Tony Schmiesing | Chaising Vert – The Holy Grail

The Tony Schmiesing Story

High Fives | Arcade Belts Goal Program

Any day on the mountain is a good day. But a few good crashes in rental equipment are enough to make anyone want to rethink their ski goals.

That’s when someone told Tony Schmiesing he should meet Roy Tuscany.

“I got a very long email from an account called ‘Faster Barnacle,’” said Roy. Faster Barnacle is Tony’s blog. “It talked about this guy’s love for life and his goals. And at the end he asked how we could go skiing together. He didn’t ask for funding. He didn’t ask for things. He just wanted to ski.”

Tony was injured in a diving accident when he was in his teens, back in the 80s. He’s lived for over 30 years as a quadriplegic, requiring assistance with every aspect in his life, like changing clothes, eating, and getting around.

But the way he skis – that’s freedom. Skiing is rad, but like all serious athletes, he had in mind new levels he was ready to achieve.

“I said, ‘what I want is to get vert again,” Tony told Roy. “And the funny thing is that when I tell people that, they instantly think I’m talking about walking.” Tony spent his youth as a surfer, a skater and a skier.

Horizontal is the way of the ground. Vert is the opposite of horizontal.

Roy, of all people, knows what its like to get vert.

So with that in mind, and the help of the High Fives Foundation, Tony spent the next years coming very close to vertical.

As a bi-skier, he skis in a specially designed sit ski with assistance from another skier helping to control speed by the use of tethers, 10-feet behind him.

With the specialized seat provided by High Fives, Tony skied many days over the next few years. He and his ski companion, Brian Sheckler, skied the skeeps, but they also dropped into the terrain park.


He notoriously conquered a twelve-foot wall-ride at Alpine Meadows. He took on Squaw Valley’s half pipe. He’s the only bi-skier to do either of those in Squaw/Alpine’s history. Both of those were close to vert, but not quite.

In 2010, boutique belt manufacturer Arcade Belt Co. partnered with the High Fives Foundation on a special project. Together they created an initiative that guides athletes through the complex recovery process after a life-altering injury. The program was called the Arcade Goal Belt Program.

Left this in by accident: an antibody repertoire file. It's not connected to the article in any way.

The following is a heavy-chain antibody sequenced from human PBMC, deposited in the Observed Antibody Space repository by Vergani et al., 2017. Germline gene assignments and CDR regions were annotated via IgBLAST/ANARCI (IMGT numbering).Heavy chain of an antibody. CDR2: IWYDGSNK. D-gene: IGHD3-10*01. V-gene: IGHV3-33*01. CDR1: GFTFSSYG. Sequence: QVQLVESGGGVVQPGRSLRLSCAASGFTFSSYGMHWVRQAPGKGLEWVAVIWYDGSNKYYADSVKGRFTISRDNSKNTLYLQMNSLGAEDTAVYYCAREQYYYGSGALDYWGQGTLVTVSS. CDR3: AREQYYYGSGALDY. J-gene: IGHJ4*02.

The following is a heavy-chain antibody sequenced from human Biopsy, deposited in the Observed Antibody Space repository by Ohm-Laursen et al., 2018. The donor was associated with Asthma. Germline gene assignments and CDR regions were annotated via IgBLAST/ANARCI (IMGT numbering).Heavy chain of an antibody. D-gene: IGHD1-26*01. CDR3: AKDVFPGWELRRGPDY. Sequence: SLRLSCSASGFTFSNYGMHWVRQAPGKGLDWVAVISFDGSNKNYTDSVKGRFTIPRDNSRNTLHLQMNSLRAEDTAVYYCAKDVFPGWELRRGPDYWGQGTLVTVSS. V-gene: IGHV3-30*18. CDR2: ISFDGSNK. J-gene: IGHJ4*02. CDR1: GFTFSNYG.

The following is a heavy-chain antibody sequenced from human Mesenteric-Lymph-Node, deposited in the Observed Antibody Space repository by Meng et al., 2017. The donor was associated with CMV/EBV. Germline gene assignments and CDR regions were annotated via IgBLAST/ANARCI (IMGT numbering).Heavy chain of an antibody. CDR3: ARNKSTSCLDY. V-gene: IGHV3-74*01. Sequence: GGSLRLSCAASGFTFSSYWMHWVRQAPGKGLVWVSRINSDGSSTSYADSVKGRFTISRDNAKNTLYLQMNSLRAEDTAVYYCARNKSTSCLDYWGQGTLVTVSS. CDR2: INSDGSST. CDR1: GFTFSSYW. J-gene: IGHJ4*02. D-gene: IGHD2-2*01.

The belt program, which is similar to a karate belt system, rewards High Fives athletes with an Arcade belt containing a new gold star for each milestone achieved.

“We get so much inspiration from these injured athletes as they work through the daunting healing process each of them face after suffering an injury,” said Tristan Queen, Co-Founder of Arcade Belt Co. “The Goal Belt Program seemed like a great way for us to help add structure to the rehab process while also recognizing and celebrating the hard work these athletes are putting in.”

Arcade Belt Co. was featured this week in the Wall Street Journal where their product was the missing link the sports wardrobe.

“Those belts are good enough for professional action sports athletes; they’re good enough for High Fives athletes, too,” Roy said.

So Tony hopped into the program at Goal #3, considering his new seat, the wall ride and the half pipe as previous goals.

“I think I was feeling a little cocky, and in a moment of braggadocio, I just said ‘I want to heli ski Alaska,’” said Tony, laughing at how ‘bananas’ the far fetched request would be.


But High Fives made it happen. Watch the award winning film Edge of Impossible.

So how do you achieve a 5th Arcade Goal Belt if your 4th goal was becoming the first quadriplegic to ski in Alaska?

“You’ve sorta shot your wad at that point,” as Tony puts it.

In a moment of strange backwards mixed-emotional coincidence, the Director of Freeskiing at X Games, Eric Zerrenner suffered a spinal cord injury and became a High Fives Athlete. Very fortunately Eric worked his way back to nearly 100% recovery.

“I said ‘Eric, I have one thing to request from you…’” Roy networked with Eric to bring Tony to X games to become the very first bi-skier to ever take on the 22-foot walls of the Super Pipe. The experience was nothing but extraordinary for everyone in witness.

So at the 2016 Silver Tie Gala, Tony received something more than his last Arcade Goal Belt. Tony received a special X Games Gold Medal – the first of its kind.


So what is next for Tony?

“I don’t know what’s next, I really don’t. Something pretty cool, I’m sure,” said Tony. It’s all about the imagination.


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